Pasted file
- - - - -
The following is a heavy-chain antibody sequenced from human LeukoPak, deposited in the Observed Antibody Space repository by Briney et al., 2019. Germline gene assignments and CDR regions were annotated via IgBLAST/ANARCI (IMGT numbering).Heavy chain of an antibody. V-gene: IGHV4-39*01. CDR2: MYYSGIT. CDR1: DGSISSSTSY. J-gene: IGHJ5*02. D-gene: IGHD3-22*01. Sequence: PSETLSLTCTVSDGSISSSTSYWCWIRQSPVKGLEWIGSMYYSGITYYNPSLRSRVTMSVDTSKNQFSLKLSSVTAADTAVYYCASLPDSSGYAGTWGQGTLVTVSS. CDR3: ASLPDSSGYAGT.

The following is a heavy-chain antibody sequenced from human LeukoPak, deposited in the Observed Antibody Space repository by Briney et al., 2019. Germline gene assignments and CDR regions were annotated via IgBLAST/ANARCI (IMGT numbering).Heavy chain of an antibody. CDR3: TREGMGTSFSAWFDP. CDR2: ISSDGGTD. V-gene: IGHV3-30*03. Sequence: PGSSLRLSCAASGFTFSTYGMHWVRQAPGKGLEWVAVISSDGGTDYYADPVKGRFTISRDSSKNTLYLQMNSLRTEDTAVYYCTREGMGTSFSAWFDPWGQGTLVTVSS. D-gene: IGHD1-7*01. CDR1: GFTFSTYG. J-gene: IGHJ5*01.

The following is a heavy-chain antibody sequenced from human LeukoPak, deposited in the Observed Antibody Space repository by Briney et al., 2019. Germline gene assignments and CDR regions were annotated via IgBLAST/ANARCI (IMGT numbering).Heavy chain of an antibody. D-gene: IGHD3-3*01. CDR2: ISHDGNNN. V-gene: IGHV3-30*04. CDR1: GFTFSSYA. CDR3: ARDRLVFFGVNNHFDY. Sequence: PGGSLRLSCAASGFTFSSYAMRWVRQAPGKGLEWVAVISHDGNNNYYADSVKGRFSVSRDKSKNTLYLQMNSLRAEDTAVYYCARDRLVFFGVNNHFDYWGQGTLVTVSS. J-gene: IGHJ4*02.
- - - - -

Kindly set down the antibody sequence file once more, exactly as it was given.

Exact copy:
The following is a heavy-chain antibody sequenced from human LeukoPak, deposited in the Observed Antibody Space repository by Briney et al., 2019. Germline gene assignments and CDR regions were annotated via IgBLAST/ANARCI (IMGT numbering).Heavy chain of an antibody. V-gene: IGHV4-39*01. CDR2: MYYSGIT. CDR1: DGSISSSTSY. J-gene: IGHJ5*02. D-gene: IGHD3-22*01. Sequence: PSETLSLTCTVSDGSISSSTSYWCWIRQSPVKGLEWIGSMYYSGITYYNPSLRSRVTMSVDTSKNQFSLKLSSVTAADTAVYYCASLPDSSGYAGTWGQGTLVTVSS. CDR3: ASLPDSSGYAGT.

The following is a heavy-chain antibody sequenced from human LeukoPak, deposited in the Observed Antibody Space repository by Briney et al., 2019. Germline gene assignments and CDR regions were annotated via IgBLAST/ANARCI (IMGT numbering).Heavy chain of an antibody. CDR3: TREGMGTSFSAWFDP. CDR2: ISSDGGTD. V-gene: IGHV3-30*03. Sequence: PGSSLRLSCAASGFTFSTYGMHWVRQAPGKGLEWVAVISSDGGTDYYADPVKGRFTISRDSSKNTLYLQMNSLRTEDTAVYYCTREGMGTSFSAWFDPWGQGTLVTVSS. D-gene: IGHD1-7*01. CDR1: GFTFSTYG. J-gene: IGHJ5*01.

The following is a heavy-chain antibody sequenced from human LeukoPak, deposited in the Observed Antibody Space repository by Briney et al., 2019. Germline gene assignments and CDR regions were annotated via IgBLAST/ANARCI (IMGT numbering).Heavy chain of an antibody. D-gene: IGHD3-3*01. CDR2: ISHDGNNN. V-gene: IGHV3-30*04. CDR1: GFTFSSYA. CDR3: ARDRLVFFGVNNHFDY. Sequence: PGGSLRLSCAASGFTFSSYAMRWVRQAPGKGLEWVAVISHDGNNNYYADSVKGRFSVSRDKSKNTLYLQMNSLRAEDTAVYYCARDRLVFFGVNNHFDYWGQGTLVTVSS. J-gene: IGHJ4*02.